But what about those who aren’t born into such a family? Where does that leave them? Thanks to Shrila Prabhupada, millions of people around the world became acquainted with Vedic culture. He turned thousands of whites, blacks, men, women, Americans, Europeans, and others, whether they were Indian or not, into perfect brahmanas by requiring them to strictly adhere to the four regulative principles (no meat eating, gambling, intoxication, and illicit sex) and to regularly chant the maha-mantra: “Hare Krishna Hare Krishna, Krishna Krishna, Hare Hare, Hare Rama Hare Rama, Rama Rama, Hare Hare.” Considering how engrained meat eating and intoxication are in the Western culture, such a feat was nothing short of a miracle.

Though no longer physically present in this world, Prabhupada continues to teach to this day through His many books and recorded lectures. On this occasion of Vyasa Puja, let us humbly offer our obeissances to a true jagad-guru.  Shrila Prabhupada ki jai!.

Wednesday, August 12, 2009

Krishna Janmashtami 2009

Mother Yashoda and Krishna“In order to deliver the pious and to annihilate the miscreants, as well as to reestablish the principles of religion, I advent Myself millennium after millennium.” (Lord Krishna, Bhagavad-gita 4.8)

Janmashtami is the appearance day celebration of Lord Shri Krishna, the Supreme Personality of Godhead according to the Vedas, the ultimate authority on all matters of religion and life. The Lord came to this earth around five thousand years ago, towards the end of the Dvapara Yuga, in Mathura, India. Born as the eighth son of Mother Devaki, the Lord specially came to deliver His devotees. Technically, the Lord doesn’t take birth since He is eternal. Therefore, the birthday of Krishna is referred to as His appearance day.

"My dear Lord, it is not a very wonderful thing that You appear within the womb of Devaki because the creation was also made in that way. You were lying in the Causal Ocean as Maha-Vishnu, and by Your breathing process, innumerable universes came into existence.” (Vasudeva speaking to Krishna, Krishna, The Supreme Personality of Godhead, Volume 1, Ch 1.3)

The Lord’s appearance day is celebrated by the devotees since they love to always think of the Lord and remember His pastimes. Similar to the way we celebrate birthdays, anniversaries, and other holidays, devotees celebrate the anniversary dates of occasions related to God. In the Bhagavad-gita, Lord Krishna declares that He comes to earth from time to time to reinstitute the principles of dharma and to give protection to His dependents.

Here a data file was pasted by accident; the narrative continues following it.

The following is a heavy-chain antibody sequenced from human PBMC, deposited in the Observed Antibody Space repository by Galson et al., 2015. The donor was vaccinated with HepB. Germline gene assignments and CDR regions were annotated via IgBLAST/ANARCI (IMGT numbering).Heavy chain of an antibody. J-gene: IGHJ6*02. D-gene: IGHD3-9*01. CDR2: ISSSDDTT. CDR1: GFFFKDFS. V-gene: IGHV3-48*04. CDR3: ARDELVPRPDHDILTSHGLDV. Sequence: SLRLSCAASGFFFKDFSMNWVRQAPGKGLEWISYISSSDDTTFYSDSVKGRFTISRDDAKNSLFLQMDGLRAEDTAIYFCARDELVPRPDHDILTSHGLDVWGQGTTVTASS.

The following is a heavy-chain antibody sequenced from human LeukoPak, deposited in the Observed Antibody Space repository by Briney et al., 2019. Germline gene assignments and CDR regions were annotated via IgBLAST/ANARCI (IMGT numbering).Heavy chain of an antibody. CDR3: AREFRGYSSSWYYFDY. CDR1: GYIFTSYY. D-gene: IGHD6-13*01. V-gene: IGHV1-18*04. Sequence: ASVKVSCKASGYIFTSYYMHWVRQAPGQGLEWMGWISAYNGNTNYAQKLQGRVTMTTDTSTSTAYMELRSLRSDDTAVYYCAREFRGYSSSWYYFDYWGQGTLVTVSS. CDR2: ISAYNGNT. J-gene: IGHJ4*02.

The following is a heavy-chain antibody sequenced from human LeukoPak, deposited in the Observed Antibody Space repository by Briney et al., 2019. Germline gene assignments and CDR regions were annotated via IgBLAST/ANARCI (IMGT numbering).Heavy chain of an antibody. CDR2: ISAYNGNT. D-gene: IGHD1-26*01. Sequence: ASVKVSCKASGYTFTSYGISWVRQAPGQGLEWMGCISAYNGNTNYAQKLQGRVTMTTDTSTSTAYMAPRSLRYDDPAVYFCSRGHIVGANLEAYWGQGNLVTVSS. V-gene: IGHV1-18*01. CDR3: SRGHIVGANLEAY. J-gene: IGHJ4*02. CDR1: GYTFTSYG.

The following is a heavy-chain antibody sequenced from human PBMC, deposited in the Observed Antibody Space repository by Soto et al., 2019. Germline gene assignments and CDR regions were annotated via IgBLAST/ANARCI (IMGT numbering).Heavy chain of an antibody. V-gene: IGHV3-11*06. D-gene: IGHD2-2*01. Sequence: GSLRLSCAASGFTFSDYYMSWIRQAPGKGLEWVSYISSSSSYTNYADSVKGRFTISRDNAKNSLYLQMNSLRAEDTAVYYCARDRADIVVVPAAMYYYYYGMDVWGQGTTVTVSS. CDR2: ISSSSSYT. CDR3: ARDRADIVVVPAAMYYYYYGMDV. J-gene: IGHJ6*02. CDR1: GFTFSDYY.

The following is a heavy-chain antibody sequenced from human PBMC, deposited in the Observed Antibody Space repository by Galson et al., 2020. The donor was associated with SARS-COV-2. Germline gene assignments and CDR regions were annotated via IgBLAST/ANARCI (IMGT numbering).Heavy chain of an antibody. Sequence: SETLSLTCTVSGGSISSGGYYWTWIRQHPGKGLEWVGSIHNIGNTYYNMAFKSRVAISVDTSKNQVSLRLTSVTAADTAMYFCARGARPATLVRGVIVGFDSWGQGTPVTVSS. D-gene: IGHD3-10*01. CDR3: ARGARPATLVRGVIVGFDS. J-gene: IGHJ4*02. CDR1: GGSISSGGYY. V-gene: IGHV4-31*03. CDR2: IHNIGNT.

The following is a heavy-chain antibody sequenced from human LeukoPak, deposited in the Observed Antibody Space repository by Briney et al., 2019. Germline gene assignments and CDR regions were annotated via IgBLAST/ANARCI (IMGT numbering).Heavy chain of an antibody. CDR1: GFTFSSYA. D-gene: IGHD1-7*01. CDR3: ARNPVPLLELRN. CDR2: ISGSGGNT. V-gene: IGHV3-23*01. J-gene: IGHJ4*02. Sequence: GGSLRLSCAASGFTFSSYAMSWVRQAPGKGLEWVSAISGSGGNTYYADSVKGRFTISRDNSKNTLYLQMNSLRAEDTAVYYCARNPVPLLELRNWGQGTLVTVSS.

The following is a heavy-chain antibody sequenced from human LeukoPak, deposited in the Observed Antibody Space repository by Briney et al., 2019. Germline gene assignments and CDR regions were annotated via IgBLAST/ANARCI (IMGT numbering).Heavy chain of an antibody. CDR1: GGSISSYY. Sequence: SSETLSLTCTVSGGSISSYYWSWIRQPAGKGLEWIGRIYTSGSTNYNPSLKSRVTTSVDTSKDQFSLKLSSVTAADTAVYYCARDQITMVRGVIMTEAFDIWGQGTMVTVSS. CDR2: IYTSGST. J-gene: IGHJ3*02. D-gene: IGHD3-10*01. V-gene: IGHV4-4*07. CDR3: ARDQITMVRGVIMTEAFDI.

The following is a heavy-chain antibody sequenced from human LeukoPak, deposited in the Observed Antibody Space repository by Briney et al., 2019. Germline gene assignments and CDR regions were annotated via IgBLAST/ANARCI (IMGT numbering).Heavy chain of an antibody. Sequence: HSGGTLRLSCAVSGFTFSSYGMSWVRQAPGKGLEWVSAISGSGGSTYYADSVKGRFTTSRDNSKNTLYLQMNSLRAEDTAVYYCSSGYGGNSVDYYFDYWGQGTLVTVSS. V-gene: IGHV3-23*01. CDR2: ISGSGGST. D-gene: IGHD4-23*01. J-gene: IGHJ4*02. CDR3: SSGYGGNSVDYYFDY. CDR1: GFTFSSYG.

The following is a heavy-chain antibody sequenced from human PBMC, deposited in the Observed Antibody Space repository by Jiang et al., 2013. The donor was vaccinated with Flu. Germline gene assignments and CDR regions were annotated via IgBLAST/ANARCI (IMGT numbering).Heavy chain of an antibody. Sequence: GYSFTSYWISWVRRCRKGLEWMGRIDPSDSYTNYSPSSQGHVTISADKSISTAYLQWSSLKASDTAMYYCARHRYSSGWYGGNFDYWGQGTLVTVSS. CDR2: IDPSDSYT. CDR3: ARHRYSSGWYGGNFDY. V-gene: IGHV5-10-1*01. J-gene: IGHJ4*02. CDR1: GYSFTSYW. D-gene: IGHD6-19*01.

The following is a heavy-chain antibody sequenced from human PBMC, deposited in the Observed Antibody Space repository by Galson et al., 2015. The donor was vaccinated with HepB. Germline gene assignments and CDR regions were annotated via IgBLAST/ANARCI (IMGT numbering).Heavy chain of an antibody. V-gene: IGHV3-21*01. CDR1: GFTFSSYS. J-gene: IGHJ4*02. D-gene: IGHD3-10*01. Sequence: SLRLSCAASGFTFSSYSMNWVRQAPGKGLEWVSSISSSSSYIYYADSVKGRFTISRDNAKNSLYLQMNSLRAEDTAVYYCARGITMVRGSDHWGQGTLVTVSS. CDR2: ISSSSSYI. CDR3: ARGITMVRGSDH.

During the time of Krishna’s advent, there was a king named Kamsa who had amassed a great empire. Everyone lived in fear of Him due to His strength. A person of a demoniac nature, Kamsa had imprisoned his sister Devaki and her husband Vasudeva due to a prophecy that stated that Kamsa would killed by the eighth son of Devaki. As Devaki gave birth to her children, one by one Kamsa would mercilessly kill them by throwing them against a stone wall. In this way, he anxiously awaited the birth of Devaki’s eighth son. Krishna, seeing this predicament, decided to appear in the womb of Devaki to fulfill the prophecy and to free Devaki and Vasudeva. After being offered prayers from the demigods, Devaki gave birth to Krishna, who then appeared in His four-handed form of Narayana, or Vishnu.

Lord Krishna and His pastimes“Thus eulogized by the gods, Devaki bore in her womb the lotus-eyed Lord Krishna, the protector of the world. On the day of His birth, the quarters of the horizon were filled with joy, as if moonlight was diffused over the whole earth. The pious experienced new delight, the strong winds were hushed, and the rivers glided tranquilly when Krishna was about to be born. The seas with their own melodious murmurings provided the music, while the Kinnaras and Gandharvas danced and sang and the demigods showered down flowers upon the earth. At midnight, when the supporter of all was about to be born, the clouds emitted low pleasing sounds and poured down a rain of flowers.